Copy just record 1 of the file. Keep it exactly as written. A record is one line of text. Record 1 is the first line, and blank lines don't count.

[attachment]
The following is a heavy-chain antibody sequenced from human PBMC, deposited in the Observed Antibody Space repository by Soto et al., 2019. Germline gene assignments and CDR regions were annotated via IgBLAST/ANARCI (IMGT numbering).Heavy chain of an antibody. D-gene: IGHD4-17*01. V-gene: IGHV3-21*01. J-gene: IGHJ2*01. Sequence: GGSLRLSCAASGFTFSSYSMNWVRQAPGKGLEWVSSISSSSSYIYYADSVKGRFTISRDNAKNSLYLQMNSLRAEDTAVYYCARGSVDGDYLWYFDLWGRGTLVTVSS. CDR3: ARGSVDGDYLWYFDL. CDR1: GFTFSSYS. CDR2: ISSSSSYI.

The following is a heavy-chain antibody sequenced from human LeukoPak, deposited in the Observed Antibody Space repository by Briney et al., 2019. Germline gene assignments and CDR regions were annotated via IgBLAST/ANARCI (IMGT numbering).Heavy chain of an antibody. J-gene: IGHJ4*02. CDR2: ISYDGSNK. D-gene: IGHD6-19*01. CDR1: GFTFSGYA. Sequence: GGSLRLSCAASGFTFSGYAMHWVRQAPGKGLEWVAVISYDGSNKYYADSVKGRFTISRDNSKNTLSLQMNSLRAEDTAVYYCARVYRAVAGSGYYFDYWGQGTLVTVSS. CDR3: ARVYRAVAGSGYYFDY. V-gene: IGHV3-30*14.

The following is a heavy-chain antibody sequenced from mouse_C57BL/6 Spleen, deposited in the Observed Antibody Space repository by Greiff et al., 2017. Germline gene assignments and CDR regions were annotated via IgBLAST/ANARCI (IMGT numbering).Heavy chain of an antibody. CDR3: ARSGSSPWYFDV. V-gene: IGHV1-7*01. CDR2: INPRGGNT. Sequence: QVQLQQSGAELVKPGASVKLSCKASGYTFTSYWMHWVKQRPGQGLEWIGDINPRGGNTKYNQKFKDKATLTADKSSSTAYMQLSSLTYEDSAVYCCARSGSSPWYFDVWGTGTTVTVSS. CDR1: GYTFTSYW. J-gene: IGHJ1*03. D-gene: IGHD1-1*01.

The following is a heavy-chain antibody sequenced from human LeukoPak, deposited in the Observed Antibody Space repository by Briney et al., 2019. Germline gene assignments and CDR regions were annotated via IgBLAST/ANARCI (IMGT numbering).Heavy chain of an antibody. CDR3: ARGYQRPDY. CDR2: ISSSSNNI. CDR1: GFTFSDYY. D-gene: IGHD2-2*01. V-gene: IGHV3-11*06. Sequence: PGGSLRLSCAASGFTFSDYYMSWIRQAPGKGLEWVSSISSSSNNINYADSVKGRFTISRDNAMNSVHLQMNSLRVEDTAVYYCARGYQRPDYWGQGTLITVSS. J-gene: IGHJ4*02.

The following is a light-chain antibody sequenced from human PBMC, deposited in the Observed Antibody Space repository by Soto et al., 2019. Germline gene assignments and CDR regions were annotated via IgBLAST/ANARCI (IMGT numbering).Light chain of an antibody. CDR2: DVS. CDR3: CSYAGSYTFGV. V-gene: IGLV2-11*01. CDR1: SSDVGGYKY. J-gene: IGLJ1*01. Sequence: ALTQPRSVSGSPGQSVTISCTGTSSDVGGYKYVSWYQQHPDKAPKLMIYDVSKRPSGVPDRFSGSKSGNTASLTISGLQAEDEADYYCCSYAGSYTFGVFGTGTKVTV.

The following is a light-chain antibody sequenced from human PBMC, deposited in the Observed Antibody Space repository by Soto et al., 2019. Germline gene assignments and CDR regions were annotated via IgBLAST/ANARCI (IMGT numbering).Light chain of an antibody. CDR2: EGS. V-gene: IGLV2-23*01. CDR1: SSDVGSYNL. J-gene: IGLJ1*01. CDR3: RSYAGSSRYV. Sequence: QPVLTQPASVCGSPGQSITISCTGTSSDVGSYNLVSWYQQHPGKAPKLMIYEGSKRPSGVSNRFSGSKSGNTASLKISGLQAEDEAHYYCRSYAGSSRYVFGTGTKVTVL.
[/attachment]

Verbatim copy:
The following is a heavy-chain antibody sequenced from human PBMC, deposited in the Observed Antibody Space repository by Soto et al., 2019. Germline gene assignments and CDR regions were annotated via IgBLAST/ANARCI (IMGT numbering).Heavy chain of an antibody. D-gene: IGHD4-17*01. V-gene: IGHV3-21*01. J-gene: IGHJ2*01. Sequence: GGSLRLSCAASGFTFSSYSMNWVRQAPGKGLEWVSSISSSSSYIYYADSVKGRFTISRDNAKNSLYLQMNSLRAEDTAVYYCARGSVDGDYLWYFDLWGRGTLVTVSS. CDR3: ARGSVDGDYLWYFDL. CDR1: GFTFSSYS. CDR2: ISSSSSYI.